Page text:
Tag Archives: Yom Hashoah

Standing in a Boxcar at the US Holocaust Museum

by Mel Glenn (Brooklyn, NY)

The walls seem so barren here.

     I cannot see the sky.

The car is standing still.

     We have been riding for two days.

I am alone in a cattle car.

     I cannot see my father.

I can step out at any time.

     Bodies are pressed against me.

I am in the Holocaust Museum.

     I am in a concentration camp.

I took a shower this morning.

     I am ordered to take one this evening.

Later I will go out for lunch.

     I haven’t eaten all day.

My parents are back in New York.

     Where are my little sisters?

I am 75 years old and retired.

     I am fifteen years old and scared

Nothing really bad has happened to me.

     Please, what will they do to me?

I am alive in Washington, D.C.

     I am dead in Auschwitz, Poland.

The author of twelve books for young adults, Mel Glenn has lived nearly all his life in Brooklyn, NY, where he taught English at A. Lincoln High School for thirty-one years. Lately, he’s been writing poetry, and you can find his most recent poems in the YA anthology, This Family Is Driving Me Crazy, edited by M. Jerry Weiss.

If you’d like to learn more about his work, visit: http://www.melglenn.com/

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Filed under American Jewry, European Jewry, Jewish, Jewish identity, Jewish writing, Judaism, poetry


by Nina Gold (Waterville, ME)

On Holocaust Remembrance Day,
Yom Hashoah in Hebrew,
he told her he was human
he understood what it was
to fear long walks, gas, and G-d—
but he felt, too, the hot terror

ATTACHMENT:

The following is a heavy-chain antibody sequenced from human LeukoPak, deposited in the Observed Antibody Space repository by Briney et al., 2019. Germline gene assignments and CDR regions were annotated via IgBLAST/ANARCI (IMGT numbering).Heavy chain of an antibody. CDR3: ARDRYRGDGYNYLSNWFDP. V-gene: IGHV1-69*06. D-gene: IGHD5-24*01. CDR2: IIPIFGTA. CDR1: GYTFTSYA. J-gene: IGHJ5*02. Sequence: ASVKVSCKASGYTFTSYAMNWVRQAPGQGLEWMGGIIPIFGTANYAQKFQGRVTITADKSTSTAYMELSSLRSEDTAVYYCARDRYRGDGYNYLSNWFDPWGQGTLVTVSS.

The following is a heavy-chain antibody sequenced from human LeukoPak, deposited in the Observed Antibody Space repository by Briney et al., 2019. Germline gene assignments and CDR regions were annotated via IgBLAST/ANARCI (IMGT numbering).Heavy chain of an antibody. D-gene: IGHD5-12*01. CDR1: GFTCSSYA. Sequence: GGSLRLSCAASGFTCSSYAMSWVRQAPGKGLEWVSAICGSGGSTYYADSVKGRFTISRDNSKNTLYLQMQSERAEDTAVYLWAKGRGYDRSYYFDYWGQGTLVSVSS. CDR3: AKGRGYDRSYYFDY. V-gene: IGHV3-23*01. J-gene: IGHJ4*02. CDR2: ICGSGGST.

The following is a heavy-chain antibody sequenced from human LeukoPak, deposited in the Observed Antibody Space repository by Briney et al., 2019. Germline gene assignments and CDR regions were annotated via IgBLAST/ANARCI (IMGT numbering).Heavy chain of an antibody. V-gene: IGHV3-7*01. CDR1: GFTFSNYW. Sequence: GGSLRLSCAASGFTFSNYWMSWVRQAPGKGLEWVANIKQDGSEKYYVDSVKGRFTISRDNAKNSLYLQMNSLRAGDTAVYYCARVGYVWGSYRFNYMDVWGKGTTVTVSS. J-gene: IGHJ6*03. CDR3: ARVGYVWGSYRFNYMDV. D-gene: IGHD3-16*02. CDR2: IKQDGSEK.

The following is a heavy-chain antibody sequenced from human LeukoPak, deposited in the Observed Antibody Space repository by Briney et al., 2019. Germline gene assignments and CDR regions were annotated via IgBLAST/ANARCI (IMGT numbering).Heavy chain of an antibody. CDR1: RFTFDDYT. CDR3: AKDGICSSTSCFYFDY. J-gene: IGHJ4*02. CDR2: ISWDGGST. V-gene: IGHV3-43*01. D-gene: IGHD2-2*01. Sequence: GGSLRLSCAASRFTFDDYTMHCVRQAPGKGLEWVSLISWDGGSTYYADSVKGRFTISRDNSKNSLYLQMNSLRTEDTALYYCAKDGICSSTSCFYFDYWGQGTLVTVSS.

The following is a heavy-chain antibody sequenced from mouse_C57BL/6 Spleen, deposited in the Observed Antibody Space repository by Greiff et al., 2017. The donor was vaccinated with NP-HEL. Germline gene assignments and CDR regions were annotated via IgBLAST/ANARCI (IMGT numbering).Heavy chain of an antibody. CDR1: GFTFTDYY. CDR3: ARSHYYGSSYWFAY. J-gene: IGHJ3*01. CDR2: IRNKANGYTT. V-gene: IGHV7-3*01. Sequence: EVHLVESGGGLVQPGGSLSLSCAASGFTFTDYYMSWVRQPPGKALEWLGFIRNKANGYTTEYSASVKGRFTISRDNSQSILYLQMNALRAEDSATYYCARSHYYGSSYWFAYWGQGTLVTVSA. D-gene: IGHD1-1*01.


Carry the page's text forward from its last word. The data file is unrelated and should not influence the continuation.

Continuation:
in the shoulders of a bare-faced teenager
wearing a uniform starched by his mother,
taught to hate, given orders, and handed a gun.

All the while, she was gathering things:
a few shirts, underwear,
sewing jewelry in the hem of her coat, snatching
sacred photographs and stuffing them
into hidden pockets. Just as he finished talking
about how organized religion was the man-made cause
of nearly every war and nearly
everyone’s hatred,
she slipped away and could never reply
that in this case, yes, religion was
inextricably bound to death, to

Those who gave their lives

but Hitler had nationalism in mind.
When she disappeared, his heart
shattered like glass.
He raised their children Jewish.

Nina Gold was raised in Newton, Massachusetts and is currently a student at Colby College in Waterville, Maine.

She says that she wrote about the Holocaust because she’s interested in young people’s relationship to anti-Semitism.

“Some students I know see anti-Semitism as a real, contemporary issue—something that has a place in their lives—while others consider it foreign or anachronistic. When I hear Jews my age say, ‘I’m not really Jewish,’ or ‘my parents are Jewish, but I’m not anything,’ I sometimes fear we may be our own worst enemies.”

You can read more of her work on her blog: http://minibeastspeaks.blogspot.com

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Filed under Jewish identity